Most YA writers wouldn’t describe a story about Somali pirates as a “fairy tale.” But Printz Award-winning author Nick Lake is not most YA writers.

In Lake’s new novel, Hostage Three (available November 12), 17-year-old Amy has just failed out of high school when she reluctantly agrees to join her banking executive father and new stepmother on a yacht cruise around the world. Her father plans to use the cruise as a way to break the cycle of bad decisions that have plagued Amy since her mother’s recent suicide. But when the yacht is boarded by Somali pirates—including one young and magnetically attractive boy—their pleasure trip takes an unexpected turn.

“I dreamed the plot,” Lake tells BookPage from his home in Oxford, England. “I don’t know why Somali pirates were rattling around in my subconscious.”

After listening to a radio documentary about Somali pirates, Lake was struck by the program’s focus on wealthy shipping firms, rather than on what would drive young Somali men into seizing seagoing vessels in the first place. “You’ve got a group of people who live in a place where there’s virtually no government, virtually no law and order, and virtually no other opportunities,” Lake says. “To me it would almost seem surprising if you were an 18-year-old man who lived on the Somali coast and you didn’t get into piracy.”

Lake’s long-standing interest in cultural globalization also contributed to his choice of topic. “I think there’s something very interesting about a group of people who are using the tools and the technology of Western business but turning them against Western business,” he says. For example, after boarding the yacht, the pirates in Hostage Three use cell phones to record a video of their conquest, which they then upload via satellite link.

So what makes Hostage Three a “fairy tale”?

“The stepmother angle,” Lake explains. “In a sense that’s really what the story is about—Amy reconciling herself with a new family.” The pirates and the action are essentially just the means to an end.

Hostage Three is Lake’s second literary thriller, after his 2013 Printz winner In Darkness, which is set in Haiti. His first books, the Blood Ninja trilogy, “didn’t come from inspiration”—instead, these tales of vampire ninjas were designed specifically to appeal to boys who wanted books like Twilight, only with more action. While Lake enjoyed this project, he reached a point where he wanted to explore new directions.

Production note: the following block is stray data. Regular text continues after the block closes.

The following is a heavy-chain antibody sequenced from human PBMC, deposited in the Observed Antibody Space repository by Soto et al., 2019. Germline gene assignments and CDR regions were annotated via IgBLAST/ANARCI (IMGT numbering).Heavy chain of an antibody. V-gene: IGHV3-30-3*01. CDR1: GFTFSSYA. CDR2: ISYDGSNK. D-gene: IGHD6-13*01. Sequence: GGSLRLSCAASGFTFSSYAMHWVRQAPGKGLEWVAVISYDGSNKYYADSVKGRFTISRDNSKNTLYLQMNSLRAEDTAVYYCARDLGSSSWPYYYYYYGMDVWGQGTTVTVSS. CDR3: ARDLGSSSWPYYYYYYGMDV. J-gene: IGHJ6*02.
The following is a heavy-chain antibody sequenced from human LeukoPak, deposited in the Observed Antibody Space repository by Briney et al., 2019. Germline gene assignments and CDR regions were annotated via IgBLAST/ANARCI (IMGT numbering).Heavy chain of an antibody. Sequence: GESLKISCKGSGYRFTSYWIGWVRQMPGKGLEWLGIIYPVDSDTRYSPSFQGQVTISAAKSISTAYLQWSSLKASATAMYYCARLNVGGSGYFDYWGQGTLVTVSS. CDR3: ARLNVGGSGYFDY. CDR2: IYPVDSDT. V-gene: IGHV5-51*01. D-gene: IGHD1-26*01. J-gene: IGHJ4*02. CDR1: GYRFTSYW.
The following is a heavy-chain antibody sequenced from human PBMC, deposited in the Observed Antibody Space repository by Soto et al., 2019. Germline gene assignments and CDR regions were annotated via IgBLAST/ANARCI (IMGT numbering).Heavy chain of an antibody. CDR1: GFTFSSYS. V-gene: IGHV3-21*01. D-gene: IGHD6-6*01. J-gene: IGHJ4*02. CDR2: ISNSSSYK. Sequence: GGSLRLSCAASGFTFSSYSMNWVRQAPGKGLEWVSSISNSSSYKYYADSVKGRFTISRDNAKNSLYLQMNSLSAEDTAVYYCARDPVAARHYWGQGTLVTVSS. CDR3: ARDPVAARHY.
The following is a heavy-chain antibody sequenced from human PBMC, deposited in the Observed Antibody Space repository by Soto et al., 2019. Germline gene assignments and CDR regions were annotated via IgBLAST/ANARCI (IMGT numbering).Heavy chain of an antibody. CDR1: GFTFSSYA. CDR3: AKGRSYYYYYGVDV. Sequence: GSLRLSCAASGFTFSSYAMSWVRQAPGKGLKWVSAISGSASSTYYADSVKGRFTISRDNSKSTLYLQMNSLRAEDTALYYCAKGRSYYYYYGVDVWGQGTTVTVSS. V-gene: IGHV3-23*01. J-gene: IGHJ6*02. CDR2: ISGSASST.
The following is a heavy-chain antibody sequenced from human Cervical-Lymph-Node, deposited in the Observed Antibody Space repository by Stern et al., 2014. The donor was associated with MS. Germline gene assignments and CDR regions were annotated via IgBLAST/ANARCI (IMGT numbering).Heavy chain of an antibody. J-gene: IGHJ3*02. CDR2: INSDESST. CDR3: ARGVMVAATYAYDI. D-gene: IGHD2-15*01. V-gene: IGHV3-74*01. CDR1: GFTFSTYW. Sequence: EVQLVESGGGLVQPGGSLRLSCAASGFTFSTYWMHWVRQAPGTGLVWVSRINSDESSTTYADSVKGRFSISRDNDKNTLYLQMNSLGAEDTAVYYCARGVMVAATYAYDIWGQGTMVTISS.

“I was probably finding my voice,” Lake muses. “The third person [point of view] didn’t quite work for me. As soon as I clicked into doing the first person in In Darkness, I thought, ‘This is what I should be doing.’ ” His agent agreed, saying, “I think you need to stop looking at the market and write something that comes from inside.”

Even when he’s actively eschewing a market perspective, Lake—who is also publishing director at Harper­Collins Children’s Books U.K.—brings considerable knowledge of children’s publishing to his writing. “Helping other people to shape and fashion stories kind of was an intensive creative writing course,” he says. “It did mean I was hugely aware of what’s out there and what other people are writing.”

The roles of writer and editor are different in some ways—“If you’re an editor, what you’re trying to do is be a loud hailer [megaphone] for the author’s voice”—but both are, to Lake, “an extension of the same thing, which is tinkering and playing around with stories.”

When asked if he ever considers giving up editing to write full time, Lake says absolutely not. “If you’re someone who loves books, I don’t think there’s much that’s more fulfilling and satisfying than working with someone on a story and getting it to where it can be the best expression of what the author really wants it to achieve. And also, you never know what’s going to come across your desk next. You never know when the next amazing thing is going to come in.”

Writing and editing young adult literature in particular resonates deeply with Lake. “So much of YA literature is about going from being one thing to being another. A lot of fiction for younger children is based around a more literal kind of quest narrative, but I think in YA literature the ‘quest’ is more about self-understanding and acceptance.”

This quest often comes with a message for teens, and Hostage Three certainly does. “At some point, something is going to come along and break you into pieces. But actually you can put yourself back together,” Lake says. “I’ve always found it interesting when people view In Darkness and Hostage Three as very dark, depressing books, because I very consciously wanted them to have that kind of feeling of hope and redemption and positivity. You’re put through hardship and deprivation, but then in the end, you achieve your quest.”

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